You'll need about a pound of cooked chicken for this chicken risotto recipe. You can use grilled chicken, poached chicken breasts or even leftover roasted chicken.
Cooking the chicken ahead of time (or using leftover chicken) is an excellent time-saver, particularly since you're going to have your hands full just making the risotto.
This is no mere figure of speech. Making risotto involves 20 to 30 minutes of more or less continuous stirring. Ladling hot stock into a pot of uncooked arborio rice and stirring it as the stock is absorbed is the key to a good risotto.
This slow cooking releases the rice's natural starches, producing the creamy, velvety consistency characteristic of perfect risotto. And it's important to use arborio rice. You can use the risotto method to cook other types of rice, but arborio rice is unique in its starch content, and other types of rice won't yield the same creaminess.
The method isn't especially difficult, but it does require your attention and your uninterrupted presence at the stovetop. For an illustrated demonstration of the risotto method, see this step-by-step tutorial: How to make risotto.
- 1 lb (450 grams) cooked chicken (around 2 large boneless chicken breasts or the equivalent)
- 1 1/2 cups (225 grams) arborio rice
- 1 qt chicken stock
- 1/2 cup white wine
- 1 medium shallot or 1/2 small onion, chopped (about 1/2u cup)
- 3 tbsp. whole butter
- 1 tbsp. vegetable oil
- 1/4 cup grated Parmesan cheese, plus extra for shaving
- Kosher salt, to taste
- Pull the cooked chicken apart into bite-sized pieces and set aside.
- Heat the stock in a saucepan, and lower the heat so that it just stays hot but doesn't boil.
- In a large, heavy-bottomed pot, heat the oil and 1 tablespoon of the butter over medium heat, then add the onion or shallot. Sauté for 2 to 3 minutes, until the onion is translucent.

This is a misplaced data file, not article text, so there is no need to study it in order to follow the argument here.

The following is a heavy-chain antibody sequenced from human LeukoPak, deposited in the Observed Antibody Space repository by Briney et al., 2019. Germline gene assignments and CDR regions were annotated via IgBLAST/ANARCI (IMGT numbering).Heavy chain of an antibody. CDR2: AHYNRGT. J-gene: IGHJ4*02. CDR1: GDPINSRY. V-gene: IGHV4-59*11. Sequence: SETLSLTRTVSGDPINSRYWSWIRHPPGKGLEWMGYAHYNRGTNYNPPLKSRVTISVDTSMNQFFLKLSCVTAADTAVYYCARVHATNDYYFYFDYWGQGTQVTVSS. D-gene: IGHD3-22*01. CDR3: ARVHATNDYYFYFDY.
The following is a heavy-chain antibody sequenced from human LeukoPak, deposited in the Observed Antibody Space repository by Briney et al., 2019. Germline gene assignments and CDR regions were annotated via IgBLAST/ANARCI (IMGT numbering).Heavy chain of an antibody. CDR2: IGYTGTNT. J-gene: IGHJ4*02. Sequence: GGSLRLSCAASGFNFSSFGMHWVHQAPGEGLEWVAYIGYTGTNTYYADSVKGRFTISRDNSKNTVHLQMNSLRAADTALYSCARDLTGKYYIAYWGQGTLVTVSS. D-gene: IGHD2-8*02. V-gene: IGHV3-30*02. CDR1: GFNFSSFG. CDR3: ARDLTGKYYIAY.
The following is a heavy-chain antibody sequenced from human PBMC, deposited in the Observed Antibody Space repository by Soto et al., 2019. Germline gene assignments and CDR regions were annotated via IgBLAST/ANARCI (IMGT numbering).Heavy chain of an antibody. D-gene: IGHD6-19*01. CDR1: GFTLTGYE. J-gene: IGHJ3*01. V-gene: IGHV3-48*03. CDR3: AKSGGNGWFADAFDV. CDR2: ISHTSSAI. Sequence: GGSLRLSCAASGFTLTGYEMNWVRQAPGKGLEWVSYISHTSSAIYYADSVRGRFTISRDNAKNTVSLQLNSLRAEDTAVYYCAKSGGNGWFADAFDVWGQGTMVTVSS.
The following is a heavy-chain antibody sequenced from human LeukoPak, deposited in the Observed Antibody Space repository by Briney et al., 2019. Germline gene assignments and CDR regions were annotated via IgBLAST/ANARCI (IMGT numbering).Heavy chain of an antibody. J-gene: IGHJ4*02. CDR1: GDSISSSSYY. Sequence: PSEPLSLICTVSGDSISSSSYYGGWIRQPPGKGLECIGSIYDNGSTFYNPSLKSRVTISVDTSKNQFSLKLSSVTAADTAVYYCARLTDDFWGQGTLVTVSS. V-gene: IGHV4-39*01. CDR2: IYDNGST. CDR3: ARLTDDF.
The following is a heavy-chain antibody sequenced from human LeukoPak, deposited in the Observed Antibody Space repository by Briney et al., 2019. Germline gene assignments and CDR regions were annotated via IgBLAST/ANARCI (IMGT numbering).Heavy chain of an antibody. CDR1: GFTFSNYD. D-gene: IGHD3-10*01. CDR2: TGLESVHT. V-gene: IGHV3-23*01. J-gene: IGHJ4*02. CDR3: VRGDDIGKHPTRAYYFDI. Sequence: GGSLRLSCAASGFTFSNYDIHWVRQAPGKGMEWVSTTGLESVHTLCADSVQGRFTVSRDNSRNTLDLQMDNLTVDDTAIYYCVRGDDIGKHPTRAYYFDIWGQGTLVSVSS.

- Next, add the rice and sauté for another minute or two, stirring frequently with a wooden spoon so that the rice doesn't have a chance to brown, until it gives off a nutty aroma and the grains are coated with the fat.
- Add the wine and cook for another minute, stirring, until the liquid is absorbed.
- Now begin by adding a ladleful of hot stock to the rice and stirring until it is absorbed. It's important to stir constantly, especially while the hot stock gets absorbed, so that the rice doesn't scorch, and add the next ladle as soon as the rice is almost dry.
- Continue in this manner, adding a ladleful of stock and stirring while the liquid is absorbed, then adding another ladleful when the rice is almost dry. You'll see the rice develop a creamy consistency as its natural starches are released.
- Keep adding stock, a ladle at a time, for 20 to 30 minutes or until the grains are tender but still firm to the bite, without being crunchy. If you run out of stock and the risotto still isn't done, you can finish the cooking using hot water. Just add the water as you did with the stock, a ladle at a time, stirring while it's absorbed.
- Stir in the chicken, the remaining butter, and the Parmesan cheese, and season to taste with Kosher salt. Serve in individual bowls and garnish with additional shaved Parmesan.